Enabling Sustainable Land-Management Practices in Kenya’s Tana River Basin via Payments for Watershed Services

Case Summary: 

Payments for watershed services is a method by which a market economy is created for services that relate to protecting ecosystems. For communities surrounding a river basin, this approach rewards upstream water users, such as farmers, for adopting sustainable land-use techniques (such as terracing, mulching, and agroforestry) that protect water supply and quality for downstream users. A pilot payments-for-watershed-services project was implemented in Kenya’s Tana River Basin, which spans more than 17,000 km2and hosts about 150,000 small-scale farmers. This project aligns with Kenya’s INDC in prioritizing the adaptation measures of sustainable land-management practices and supporting ecosystem resilience. Key actions and good practices related to this pilot project are highlighted below.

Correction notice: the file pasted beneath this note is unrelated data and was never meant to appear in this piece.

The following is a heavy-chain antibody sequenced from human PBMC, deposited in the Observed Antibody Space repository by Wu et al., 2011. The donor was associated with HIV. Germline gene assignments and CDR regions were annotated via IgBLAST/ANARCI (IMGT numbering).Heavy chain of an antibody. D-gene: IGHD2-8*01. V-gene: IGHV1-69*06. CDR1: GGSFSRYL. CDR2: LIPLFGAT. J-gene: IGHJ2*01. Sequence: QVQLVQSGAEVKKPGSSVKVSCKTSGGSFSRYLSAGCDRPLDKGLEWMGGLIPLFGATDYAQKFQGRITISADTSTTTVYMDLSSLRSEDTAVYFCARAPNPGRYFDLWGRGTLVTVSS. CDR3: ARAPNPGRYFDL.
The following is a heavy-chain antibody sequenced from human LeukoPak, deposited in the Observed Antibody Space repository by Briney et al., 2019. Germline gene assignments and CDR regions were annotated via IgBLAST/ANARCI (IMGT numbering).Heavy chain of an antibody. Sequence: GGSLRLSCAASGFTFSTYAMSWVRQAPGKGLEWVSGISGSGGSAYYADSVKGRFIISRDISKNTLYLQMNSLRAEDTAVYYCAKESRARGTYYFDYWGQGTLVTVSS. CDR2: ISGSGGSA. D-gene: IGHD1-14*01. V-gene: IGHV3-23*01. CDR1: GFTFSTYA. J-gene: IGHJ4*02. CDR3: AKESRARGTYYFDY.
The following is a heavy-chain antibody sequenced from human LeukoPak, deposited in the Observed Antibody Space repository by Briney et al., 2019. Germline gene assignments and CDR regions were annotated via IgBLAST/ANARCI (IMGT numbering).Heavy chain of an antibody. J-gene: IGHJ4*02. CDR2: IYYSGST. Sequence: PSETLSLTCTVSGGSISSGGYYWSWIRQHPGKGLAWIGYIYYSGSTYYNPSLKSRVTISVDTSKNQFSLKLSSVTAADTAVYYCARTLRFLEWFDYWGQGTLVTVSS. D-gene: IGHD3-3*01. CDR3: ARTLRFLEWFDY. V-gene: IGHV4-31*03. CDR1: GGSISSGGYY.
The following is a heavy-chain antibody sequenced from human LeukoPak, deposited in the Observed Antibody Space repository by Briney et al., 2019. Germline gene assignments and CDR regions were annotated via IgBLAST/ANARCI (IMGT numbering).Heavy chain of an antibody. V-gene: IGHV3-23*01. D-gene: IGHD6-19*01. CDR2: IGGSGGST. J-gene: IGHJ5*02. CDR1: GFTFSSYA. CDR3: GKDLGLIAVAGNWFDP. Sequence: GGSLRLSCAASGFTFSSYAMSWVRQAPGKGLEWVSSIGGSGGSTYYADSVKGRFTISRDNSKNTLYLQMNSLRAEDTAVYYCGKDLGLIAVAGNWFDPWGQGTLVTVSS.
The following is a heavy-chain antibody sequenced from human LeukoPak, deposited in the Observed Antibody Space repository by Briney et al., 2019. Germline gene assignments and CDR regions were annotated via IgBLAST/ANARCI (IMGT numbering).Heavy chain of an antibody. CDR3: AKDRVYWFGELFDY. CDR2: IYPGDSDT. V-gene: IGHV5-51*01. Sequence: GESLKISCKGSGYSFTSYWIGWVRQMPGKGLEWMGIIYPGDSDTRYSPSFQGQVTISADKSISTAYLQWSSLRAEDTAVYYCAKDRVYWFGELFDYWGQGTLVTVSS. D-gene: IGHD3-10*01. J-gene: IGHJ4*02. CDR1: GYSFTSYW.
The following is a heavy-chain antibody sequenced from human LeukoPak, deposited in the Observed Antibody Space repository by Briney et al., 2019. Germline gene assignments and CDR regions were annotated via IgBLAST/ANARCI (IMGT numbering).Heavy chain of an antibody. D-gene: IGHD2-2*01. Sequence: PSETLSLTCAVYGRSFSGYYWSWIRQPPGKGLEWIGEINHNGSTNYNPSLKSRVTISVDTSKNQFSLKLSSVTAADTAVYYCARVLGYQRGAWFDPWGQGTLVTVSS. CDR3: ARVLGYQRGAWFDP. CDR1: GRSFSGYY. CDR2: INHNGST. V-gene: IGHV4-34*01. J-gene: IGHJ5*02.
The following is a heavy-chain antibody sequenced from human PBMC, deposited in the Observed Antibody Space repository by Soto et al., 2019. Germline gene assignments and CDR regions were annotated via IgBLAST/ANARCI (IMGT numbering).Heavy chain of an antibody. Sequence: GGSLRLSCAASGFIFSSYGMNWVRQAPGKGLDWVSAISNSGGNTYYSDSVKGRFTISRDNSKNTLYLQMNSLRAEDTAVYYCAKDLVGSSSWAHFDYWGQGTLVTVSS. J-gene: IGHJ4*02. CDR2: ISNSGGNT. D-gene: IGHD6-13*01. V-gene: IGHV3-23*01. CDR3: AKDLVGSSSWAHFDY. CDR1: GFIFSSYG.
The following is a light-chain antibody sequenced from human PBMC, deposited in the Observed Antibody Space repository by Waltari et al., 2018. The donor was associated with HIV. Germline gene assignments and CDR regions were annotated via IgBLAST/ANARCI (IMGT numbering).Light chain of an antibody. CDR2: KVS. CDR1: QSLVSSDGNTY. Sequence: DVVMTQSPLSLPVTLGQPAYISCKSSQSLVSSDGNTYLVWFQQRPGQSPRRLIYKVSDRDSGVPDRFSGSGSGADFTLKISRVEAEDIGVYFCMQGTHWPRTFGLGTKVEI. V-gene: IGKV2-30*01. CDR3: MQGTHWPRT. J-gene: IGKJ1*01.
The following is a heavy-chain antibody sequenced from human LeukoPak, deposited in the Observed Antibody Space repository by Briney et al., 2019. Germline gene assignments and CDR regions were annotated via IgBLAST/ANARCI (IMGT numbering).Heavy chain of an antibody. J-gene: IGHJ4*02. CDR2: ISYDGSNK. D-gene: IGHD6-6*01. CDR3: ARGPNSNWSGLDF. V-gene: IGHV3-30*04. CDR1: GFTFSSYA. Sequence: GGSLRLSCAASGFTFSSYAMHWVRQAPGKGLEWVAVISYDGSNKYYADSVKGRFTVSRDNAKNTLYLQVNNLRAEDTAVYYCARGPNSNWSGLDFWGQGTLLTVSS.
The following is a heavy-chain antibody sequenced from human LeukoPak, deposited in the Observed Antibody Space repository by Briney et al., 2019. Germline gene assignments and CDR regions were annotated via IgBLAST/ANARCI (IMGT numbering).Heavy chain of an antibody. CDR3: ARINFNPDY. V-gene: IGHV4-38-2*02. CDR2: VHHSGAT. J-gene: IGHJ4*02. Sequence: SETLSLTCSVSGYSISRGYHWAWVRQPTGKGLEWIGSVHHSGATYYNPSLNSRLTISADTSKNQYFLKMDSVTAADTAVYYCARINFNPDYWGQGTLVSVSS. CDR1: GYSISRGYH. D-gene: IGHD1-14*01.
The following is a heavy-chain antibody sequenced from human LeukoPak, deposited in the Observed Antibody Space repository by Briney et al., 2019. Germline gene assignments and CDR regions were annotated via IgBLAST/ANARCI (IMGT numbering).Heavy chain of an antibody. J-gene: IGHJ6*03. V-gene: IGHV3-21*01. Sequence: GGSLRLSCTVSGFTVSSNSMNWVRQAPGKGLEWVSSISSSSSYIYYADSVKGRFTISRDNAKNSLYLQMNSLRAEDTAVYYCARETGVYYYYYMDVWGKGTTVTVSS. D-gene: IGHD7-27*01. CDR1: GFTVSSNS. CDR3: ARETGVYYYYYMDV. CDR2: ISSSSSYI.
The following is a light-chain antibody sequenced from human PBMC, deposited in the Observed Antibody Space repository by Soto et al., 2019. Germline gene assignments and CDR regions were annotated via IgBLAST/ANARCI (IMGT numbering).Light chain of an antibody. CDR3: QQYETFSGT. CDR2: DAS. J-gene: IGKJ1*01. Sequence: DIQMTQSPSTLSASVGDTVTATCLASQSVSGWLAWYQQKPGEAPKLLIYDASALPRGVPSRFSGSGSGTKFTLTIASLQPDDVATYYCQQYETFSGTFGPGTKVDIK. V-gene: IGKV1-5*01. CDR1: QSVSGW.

• The use of sustainable land-management techniques such as terracing, mulching, and agroforestry increased crop quality and quantity, resulting in higher income for farmers.
  • Effectively implemented, sustainable land-management techniques reduced downstream siltation and thus reduced wear and maintenance costs for hydropower turbines. In addition, managing downstream water flow via proper upstream land-management techniques increased the efficiency of hydropower generation. Thus it is valuable to assess impacts of land-management practices holistically across other sectors to inform integrated planning (such as energy and water planning).

Sub-Saharan Africa
Action Area 
Planning and Implementation Activity 
Developing and Implementing Policies and Measures
Sectors and Themes 
Agriculture, Education, Water
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